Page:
Against a background of public sympathy for the public-sector workers, and with Cosatu flexing its muscles, there was the perfect platform to call for a general strike. Unfortunately, the very success of the public-sector mobilisation appears to have convinced the Cosatu leadership to pull back. The unions have suspended action in favour of mediation. The government's stubbornness may yet force the unions back onto the streets, but this seems unlikely at the moment.
The Cosatu central executive committee announced a programme of monthly mobilisations of different sectors in different provinces culminating in a general strike in May 2000! It made no mention, however, of the public-sector dispute. In reality, the militant noises in support of public-sector workers notwithstanding, the Cosatu special congress marked a further shift to the right ideologically. Resolutions adopted at the congress denounced job losses, for example, without reference to Gear.
The SACP also opposes Gear in words but has not called for action to oppose it. It proclaims itself as the leadership of the working class but is really in the vanguard of the neo-liberal offensive against it. SACP central committee members have been deployed in positions vital to Gear's successful implementation: Jeff Radebe, minister of public enterprises, who has said that 'on privatisation we are not just hot, we are red hot'; Alec Erwin, minister of trade and industry, who was responsible for dismantling tariff barriers which resulted in thousands of job losses in the textile and clothing industries; Sydney Mufamadi, minister of local government, who is planning to sell-off public services in Johannesburg; Sam Shilowa, former Cosatu general secretary, due to privatise the provincial government in Gauteng; and Ronnie Kasrils, who aims to sell-off huge tracts of forests in the biggest such privatisation exercise in the world. No wonder the 18 July SACP central committee, which met during the public-sector dispute, stated: 'members of the CC include senior members of the government and of public sector trade unions, who currently find themselves in the midst of a difficult negotiations process. The CC agreed that it would be invidious for the SACP to adopt a fixed position on the wage issue - the unions and the government must negotiate'!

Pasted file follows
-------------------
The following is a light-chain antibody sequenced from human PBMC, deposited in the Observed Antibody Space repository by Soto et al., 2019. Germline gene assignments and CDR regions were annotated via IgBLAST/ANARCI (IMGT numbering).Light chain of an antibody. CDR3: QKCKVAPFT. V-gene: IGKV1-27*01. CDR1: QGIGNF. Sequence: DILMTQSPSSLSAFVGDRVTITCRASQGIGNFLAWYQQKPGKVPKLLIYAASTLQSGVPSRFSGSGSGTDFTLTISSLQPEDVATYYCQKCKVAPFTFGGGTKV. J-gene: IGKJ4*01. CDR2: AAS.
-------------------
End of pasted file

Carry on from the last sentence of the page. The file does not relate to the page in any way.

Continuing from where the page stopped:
The ANC government's imposition of its wage offer is a serious attack not only on collective bargaining and trade union rights, but on democracy itself. Cosatu was the spinal column of the workers' movement which defeated white minority rule and apartheid. Without Cosatu the ANC's victory would not have been possible. A dangerous precedent has been set with parliament deciding public-sector wages. The credibility of public-sector collective bargaining has been undermined. And the Tripartite Alliance has been exposed as a political trap for the organised working class.
It has added confidence to the bosses' attacks on organised labour. Already the mining group, Durban Roodepoort Deep, have fired 10,000 miners at the Hartebeestfontein mine for 'questioning the terms and conditions of their transfer after the mine was sold to DRD by Avgold'. (Star Business Report, 21 August 1999) In violation of an agreement made after recent strike action, Columbus Stainless suspended 17 Numsa (miners' union) members and threatened to dismiss any workers who take solidarity action. Telkom used the lock-out provision in the new Labour Relations Act - the first time this has happened - against the Communication Workers Union (affiliated to Cosatu) after settling with the white-dominated conservative unions.
The government pleads poverty yet has dismissed calls for debt cancellation. Department of finance director general, Maria Ramos, says this debt was incurred 'legitimately' and must be repaid! One in every five rand spent by the government goes to service the debt inherited from the corrupt regime of apartheid criminals.
Finance minister, Trevor Manuel, cut corporate tax by a further 5% on top of previous cuts in the March budget. This is worth R2 billion: 'In the case of a company like South African Breweries, for example, this meant a tax bonsela of more than R500,000 a day for a year'. (Star Business report, 6 August 1999) That is more than enough to meet a 10% wage demand in the public sector. At the same time, the government is proposing to spend R27 billion on arms procurement!
Socialist Alternative - the South African section
of the Committee for a Workers' International (CWI)
- is campaigning amongst rank-and-file trade union
members for the socialist renewal of Cosatu: to return
this great trade union movement to its fighting traditions
of struggle, solidarity and socialism. Even now
the call for a general strike would meet with a massive
response. The battle for the soul of the ANC has been
irreversibly lost. It is time to end the Tripartite
Alliance and prepare for the launch of a workers'
party on a socialist programme.
Contents | About Us | Back Issues | Reviews | Links | Contact Us | Subscribe | Search | Top of page